Dissatisfaction flows over Koppers cleanup
Published: Wednesday, February 27, 2013 at 10:36 p.m.
Last Modified: Wednesday, February 27, 2013 at 10:36 p.m.
It was a meeting 30 years in the making.
The public weighed in Wednesday on the cleanup plan for the Koppers property, the site off Northwest 23rd Avenue that has been on the federal Superfund list since 1983.
For two hours, dissatisfaction filled the air in a half-filled auditorium at Stephen Foster Elementary School.
The Department of Justice and Environmental Protection Agency organized the meeting to solicit comment on the consent decree, the legal agreement binding the company Beazer East to the cleanup plan for the property.
But the public came to share their concerns and opposition with the cleanup plan itself, which the EPA had given final approval to in early 2011.
Wednesday evening brought renewed calls to buy up homes and relocate residents away from the area and to haul off contaminated soils instead of consolidating and containing them on site behind a slurry wall stretching 65 feet under the ground.
Speakers also pushed to expand the cleanup of residential properties beyond the removal of yard soils contaminated by dioxin, a carcinogen released in some wood treatment processes. Speakers wanted the cleanup to include the interior of homes.
There was skepticism over the EPA's conclusion that tests of indoor dust samples showed no health risks from dioxin inside these homes.
None of those steps are part of the current federal requirements for Beazer East, the firm legally responsible for the cleanup of the former wood treatment plant off Northwest 23rd Avenue — a short distance east of Northwest Sixth Street.
Sharon Sheets said she has lived down the street from the Koppers property for more than 30 years. Wednesday evening, Sheets was one of several residents of the Stephen Foster neighborhood who attributed their health problems to the Koppers plant.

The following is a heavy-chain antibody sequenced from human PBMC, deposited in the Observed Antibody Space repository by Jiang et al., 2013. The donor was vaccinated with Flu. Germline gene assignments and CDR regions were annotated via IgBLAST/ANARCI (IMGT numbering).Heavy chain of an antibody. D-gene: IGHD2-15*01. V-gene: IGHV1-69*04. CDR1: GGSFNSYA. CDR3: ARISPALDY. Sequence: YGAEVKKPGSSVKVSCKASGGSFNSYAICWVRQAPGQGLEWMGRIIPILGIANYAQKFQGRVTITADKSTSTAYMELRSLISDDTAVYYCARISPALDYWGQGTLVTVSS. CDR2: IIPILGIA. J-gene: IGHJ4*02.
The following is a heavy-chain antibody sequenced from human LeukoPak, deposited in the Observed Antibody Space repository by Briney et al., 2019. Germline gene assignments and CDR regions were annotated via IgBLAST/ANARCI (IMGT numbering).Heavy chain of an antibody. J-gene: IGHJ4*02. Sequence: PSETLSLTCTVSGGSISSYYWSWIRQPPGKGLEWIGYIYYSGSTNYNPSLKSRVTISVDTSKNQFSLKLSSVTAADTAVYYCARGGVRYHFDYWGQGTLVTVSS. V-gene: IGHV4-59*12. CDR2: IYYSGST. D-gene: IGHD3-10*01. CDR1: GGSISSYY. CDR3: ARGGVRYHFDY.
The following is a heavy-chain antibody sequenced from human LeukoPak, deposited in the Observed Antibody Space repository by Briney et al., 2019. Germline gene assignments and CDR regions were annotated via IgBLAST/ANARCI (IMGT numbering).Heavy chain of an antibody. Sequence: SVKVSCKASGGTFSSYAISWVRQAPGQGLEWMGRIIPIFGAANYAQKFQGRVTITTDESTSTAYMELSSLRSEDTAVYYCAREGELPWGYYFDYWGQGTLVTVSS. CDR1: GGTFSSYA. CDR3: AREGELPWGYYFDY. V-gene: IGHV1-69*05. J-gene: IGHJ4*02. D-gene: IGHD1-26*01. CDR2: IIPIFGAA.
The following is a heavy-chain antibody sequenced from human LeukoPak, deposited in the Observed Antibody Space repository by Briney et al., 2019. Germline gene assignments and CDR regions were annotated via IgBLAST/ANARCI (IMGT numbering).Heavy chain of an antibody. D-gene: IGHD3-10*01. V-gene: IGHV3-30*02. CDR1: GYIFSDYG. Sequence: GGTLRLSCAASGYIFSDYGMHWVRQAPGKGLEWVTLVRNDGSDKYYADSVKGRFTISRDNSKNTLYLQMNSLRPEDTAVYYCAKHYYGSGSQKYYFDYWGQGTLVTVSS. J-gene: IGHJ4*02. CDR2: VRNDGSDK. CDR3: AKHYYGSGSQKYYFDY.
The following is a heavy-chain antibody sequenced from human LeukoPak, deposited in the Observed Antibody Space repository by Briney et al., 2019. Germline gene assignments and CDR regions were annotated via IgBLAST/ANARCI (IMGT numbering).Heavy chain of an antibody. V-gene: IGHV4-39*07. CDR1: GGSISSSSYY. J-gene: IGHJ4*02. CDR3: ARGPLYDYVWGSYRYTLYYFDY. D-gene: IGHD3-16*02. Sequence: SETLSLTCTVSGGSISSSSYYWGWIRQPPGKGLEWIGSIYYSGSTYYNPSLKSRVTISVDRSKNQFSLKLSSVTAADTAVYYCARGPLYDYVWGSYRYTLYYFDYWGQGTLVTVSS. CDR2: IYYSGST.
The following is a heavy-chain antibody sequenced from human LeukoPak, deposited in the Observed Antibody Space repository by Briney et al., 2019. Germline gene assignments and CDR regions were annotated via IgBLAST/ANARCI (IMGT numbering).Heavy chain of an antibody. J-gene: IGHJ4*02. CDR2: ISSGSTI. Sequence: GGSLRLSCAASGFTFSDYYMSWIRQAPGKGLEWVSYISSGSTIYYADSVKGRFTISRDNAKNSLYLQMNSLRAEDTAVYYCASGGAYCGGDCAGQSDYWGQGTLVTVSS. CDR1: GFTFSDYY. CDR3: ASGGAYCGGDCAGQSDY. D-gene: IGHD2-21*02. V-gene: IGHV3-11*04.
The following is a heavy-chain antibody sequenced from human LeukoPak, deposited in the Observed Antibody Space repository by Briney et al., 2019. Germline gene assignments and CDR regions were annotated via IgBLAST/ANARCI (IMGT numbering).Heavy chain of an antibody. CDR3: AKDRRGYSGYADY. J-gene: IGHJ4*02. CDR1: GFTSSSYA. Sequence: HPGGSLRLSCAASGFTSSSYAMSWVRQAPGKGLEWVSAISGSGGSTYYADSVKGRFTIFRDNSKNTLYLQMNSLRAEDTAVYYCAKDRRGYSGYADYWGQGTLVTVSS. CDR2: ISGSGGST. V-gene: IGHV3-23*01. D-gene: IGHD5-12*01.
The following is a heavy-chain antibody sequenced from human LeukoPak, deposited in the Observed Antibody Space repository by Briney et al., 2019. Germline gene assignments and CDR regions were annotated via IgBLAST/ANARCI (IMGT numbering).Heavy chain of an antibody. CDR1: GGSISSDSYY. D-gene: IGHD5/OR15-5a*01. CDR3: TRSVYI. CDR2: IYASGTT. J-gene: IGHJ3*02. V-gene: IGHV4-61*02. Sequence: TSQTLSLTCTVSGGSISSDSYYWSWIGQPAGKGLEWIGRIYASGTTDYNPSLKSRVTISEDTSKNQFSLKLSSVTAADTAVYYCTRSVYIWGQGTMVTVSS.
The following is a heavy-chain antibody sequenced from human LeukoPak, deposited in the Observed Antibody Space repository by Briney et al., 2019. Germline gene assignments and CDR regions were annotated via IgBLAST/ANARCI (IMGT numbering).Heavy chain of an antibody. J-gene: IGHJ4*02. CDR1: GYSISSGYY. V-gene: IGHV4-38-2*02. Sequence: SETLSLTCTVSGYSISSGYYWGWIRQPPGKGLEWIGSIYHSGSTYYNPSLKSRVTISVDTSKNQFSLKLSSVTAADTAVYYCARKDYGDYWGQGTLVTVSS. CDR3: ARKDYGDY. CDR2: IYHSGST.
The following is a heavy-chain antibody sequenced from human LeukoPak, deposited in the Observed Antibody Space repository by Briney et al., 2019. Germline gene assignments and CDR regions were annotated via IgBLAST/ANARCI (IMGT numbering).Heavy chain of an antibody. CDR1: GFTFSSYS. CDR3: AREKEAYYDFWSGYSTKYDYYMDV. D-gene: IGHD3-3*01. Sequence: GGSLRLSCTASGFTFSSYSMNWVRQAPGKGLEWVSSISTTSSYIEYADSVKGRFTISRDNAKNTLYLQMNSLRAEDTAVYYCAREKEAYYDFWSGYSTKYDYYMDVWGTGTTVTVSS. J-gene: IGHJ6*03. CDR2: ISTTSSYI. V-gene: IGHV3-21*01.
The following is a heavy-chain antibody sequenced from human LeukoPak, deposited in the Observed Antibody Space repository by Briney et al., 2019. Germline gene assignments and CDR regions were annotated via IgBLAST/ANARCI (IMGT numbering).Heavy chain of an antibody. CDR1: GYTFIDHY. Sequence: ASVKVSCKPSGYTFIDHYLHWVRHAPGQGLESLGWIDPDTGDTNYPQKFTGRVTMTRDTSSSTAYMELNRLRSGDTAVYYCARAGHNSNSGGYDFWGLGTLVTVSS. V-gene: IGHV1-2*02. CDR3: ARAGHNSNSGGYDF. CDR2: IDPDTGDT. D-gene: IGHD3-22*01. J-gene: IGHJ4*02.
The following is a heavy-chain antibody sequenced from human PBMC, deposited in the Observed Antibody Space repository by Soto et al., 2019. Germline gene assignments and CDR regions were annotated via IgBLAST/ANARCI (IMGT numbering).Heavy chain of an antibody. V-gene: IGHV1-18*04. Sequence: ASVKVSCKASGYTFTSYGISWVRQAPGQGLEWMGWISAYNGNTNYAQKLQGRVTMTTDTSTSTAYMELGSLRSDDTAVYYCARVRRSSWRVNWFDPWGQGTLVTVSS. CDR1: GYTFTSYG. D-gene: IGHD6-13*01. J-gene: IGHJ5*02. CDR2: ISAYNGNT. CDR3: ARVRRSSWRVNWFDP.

"I'm praying for the opportunity to have my house purchased from me," she said.
There was also a push for more widespread cleanup on the property itself, where a wood treatment plant operated for nearly 100 years.
Robert Pearce, with the Stephen Foster Neighborhood Association and Protect Gainesville Citizens Inc., said the plan to lay down two feet of topsoil on portions of the property outside the 30-acre containment area "will not sufficiently protect human health or the environment" and could hamper the long-term plans to redevelop the property.
Before the meeting, protesters stood at the intersection of Northwest Sixth Street and 39th Avenue, in front of Stephen Foster Elementary, carrying signs with messages such as "This is a cover up not a clean up."
Inside the school auditorium, a representative of an attorney who has a federal lawsuit against Beazer East that seeks class-action status video-recorded the meeting.
The federal government and Beazer East negotiated for two years before reaching agreement on the consent decree, which now will head to a federal judge in Gainesville to approve or reject.
Still, Cheryl Smout, an attorney for the Department of Justice, told the frustrated crowd that there was precedent for the federal government to pull back and revisit a consent decree based on public input.
"This is not all for show," Smout said of the meeting. "This is not a done deal."
If the consent decree does go through, Scott Miller, a project manager with the EPA, said the cleanup of off-site soil could begin in late 2013 or early 2014 and it could be five years before completion.
The consent decree and related documents are available online at http://usdoj.gov//enrd/Consent_Decrees.html.
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